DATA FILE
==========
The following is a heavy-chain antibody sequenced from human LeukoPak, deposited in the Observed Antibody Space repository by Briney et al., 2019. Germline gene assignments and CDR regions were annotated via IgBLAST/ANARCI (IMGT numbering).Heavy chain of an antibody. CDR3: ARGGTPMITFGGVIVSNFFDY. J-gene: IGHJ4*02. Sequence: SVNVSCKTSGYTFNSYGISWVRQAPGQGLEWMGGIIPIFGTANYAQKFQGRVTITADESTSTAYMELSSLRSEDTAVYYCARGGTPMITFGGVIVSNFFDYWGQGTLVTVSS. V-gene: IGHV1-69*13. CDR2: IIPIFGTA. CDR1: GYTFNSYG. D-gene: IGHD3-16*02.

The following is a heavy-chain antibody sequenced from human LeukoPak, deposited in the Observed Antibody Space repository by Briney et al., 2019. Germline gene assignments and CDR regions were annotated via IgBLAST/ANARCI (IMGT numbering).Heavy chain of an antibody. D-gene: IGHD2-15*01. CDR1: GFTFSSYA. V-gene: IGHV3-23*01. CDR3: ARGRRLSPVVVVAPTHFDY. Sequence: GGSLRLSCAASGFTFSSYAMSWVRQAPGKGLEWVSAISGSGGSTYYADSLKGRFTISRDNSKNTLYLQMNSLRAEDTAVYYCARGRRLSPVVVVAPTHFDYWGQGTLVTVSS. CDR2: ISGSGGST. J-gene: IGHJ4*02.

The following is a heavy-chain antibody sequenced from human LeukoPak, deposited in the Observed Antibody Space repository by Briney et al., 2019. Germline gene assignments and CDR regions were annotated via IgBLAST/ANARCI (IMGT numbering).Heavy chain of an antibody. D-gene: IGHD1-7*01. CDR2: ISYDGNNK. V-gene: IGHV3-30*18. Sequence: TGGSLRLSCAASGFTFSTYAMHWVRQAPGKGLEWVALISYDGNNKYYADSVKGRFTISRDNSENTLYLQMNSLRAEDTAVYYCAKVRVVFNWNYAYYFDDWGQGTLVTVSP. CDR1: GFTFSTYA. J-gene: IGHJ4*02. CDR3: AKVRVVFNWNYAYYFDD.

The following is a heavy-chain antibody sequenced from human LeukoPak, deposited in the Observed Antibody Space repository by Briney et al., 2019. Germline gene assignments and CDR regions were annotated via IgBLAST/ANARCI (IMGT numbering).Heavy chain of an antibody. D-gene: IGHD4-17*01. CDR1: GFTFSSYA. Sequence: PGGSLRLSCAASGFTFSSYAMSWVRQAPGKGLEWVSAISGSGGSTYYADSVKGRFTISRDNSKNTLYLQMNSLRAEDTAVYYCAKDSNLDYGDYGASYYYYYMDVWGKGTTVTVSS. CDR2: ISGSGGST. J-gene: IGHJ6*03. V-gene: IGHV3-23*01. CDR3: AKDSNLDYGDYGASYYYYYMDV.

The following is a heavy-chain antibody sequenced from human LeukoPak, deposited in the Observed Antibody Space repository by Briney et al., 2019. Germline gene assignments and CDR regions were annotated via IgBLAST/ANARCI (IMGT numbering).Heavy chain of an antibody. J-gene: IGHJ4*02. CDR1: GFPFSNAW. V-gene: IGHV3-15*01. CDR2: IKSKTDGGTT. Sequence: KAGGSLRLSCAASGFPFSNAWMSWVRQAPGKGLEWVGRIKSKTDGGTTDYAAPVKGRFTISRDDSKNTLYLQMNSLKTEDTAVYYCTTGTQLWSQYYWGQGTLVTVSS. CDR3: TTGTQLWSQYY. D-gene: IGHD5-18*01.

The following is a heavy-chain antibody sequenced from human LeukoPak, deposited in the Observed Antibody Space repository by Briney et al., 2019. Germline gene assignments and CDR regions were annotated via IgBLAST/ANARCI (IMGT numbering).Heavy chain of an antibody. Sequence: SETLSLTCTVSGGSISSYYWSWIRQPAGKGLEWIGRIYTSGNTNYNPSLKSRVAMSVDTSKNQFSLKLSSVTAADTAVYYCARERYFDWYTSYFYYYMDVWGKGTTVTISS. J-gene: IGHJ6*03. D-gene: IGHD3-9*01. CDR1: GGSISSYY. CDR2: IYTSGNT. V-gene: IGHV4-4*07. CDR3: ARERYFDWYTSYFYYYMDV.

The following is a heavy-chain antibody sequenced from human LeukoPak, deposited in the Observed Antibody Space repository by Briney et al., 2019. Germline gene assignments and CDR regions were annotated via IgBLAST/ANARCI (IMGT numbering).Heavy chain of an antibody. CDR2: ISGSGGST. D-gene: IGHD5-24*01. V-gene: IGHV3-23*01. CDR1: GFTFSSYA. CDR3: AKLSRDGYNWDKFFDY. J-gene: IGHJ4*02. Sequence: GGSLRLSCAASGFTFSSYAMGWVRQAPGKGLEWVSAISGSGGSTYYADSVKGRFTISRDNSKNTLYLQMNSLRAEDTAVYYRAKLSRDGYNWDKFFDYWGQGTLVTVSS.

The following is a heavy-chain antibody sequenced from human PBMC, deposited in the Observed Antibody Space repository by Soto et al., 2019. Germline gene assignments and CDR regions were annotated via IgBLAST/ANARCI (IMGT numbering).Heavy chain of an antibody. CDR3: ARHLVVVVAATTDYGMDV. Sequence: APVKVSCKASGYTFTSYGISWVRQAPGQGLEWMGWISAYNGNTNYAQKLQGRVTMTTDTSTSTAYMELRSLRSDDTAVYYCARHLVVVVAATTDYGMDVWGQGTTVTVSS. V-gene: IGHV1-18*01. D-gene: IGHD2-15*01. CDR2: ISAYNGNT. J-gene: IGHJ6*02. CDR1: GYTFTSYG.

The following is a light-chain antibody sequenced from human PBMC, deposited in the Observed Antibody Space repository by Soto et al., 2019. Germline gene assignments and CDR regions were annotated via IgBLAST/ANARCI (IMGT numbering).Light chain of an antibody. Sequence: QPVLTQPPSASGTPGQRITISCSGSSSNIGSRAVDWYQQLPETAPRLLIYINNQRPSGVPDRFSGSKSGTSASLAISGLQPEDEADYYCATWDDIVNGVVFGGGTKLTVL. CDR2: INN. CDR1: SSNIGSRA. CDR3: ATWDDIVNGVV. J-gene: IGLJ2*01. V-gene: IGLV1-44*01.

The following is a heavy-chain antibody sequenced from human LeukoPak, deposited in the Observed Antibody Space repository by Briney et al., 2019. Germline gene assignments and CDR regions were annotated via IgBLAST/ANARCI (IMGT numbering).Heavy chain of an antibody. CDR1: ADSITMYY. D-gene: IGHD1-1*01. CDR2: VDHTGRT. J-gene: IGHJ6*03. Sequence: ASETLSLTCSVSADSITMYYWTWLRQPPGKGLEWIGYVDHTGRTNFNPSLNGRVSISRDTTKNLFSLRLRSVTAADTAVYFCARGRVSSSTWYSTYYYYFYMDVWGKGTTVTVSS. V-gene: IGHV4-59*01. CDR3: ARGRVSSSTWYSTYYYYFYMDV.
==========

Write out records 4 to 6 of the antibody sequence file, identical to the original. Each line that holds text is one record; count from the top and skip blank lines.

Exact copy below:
The following is a heavy-chain antibody sequenced from human LeukoPak, deposited in the Observed Antibody Space repository by Briney et al., 2019. Germline gene assignments and CDR regions were annotated via IgBLAST/ANARCI (IMGT numbering).Heavy chain of an antibody. D-gene: IGHD4-17*01. CDR1: GFTFSSYA. Sequence: PGGSLRLSCAASGFTFSSYAMSWVRQAPGKGLEWVSAISGSGGSTYYADSVKGRFTISRDNSKNTLYLQMNSLRAEDTAVYYCAKDSNLDYGDYGASYYYYYMDVWGKGTTVTVSS. CDR2: ISGSGGST. J-gene: IGHJ6*03. V-gene: IGHV3-23*01. CDR3: AKDSNLDYGDYGASYYYYYMDV.

The following is a heavy-chain antibody sequenced from human LeukoPak, deposited in the Observed Antibody Space repository by Briney et al., 2019. Germline gene assignments and CDR regions were annotated via IgBLAST/ANARCI (IMGT numbering).Heavy chain of an antibody. J-gene: IGHJ4*02. CDR1: GFPFSNAW. V-gene: IGHV3-15*01. CDR2: IKSKTDGGTT. Sequence: KAGGSLRLSCAASGFPFSNAWMSWVRQAPGKGLEWVGRIKSKTDGGTTDYAAPVKGRFTISRDDSKNTLYLQMNSLKTEDTAVYYCTTGTQLWSQYYWGQGTLVTVSS. CDR3: TTGTQLWSQYY. D-gene: IGHD5-18*01.

The following is a heavy-chain antibody sequenced from human LeukoPak, deposited in the Observed Antibody Space repository by Briney et al., 2019. Germline gene assignments and CDR regions were annotated via IgBLAST/ANARCI (IMGT numbering).Heavy chain of an antibody. Sequence: SETLSLTCTVSGGSISSYYWSWIRQPAGKGLEWIGRIYTSGNTNYNPSLKSRVAMSVDTSKNQFSLKLSSVTAADTAVYYCARERYFDWYTSYFYYYMDVWGKGTTVTISS. J-gene: IGHJ6*03. D-gene: IGHD3-9*01. CDR1: GGSISSYY. CDR2: IYTSGNT. V-gene: IGHV4-4*07. CDR3: ARERYFDWYTSYFYYYMDV.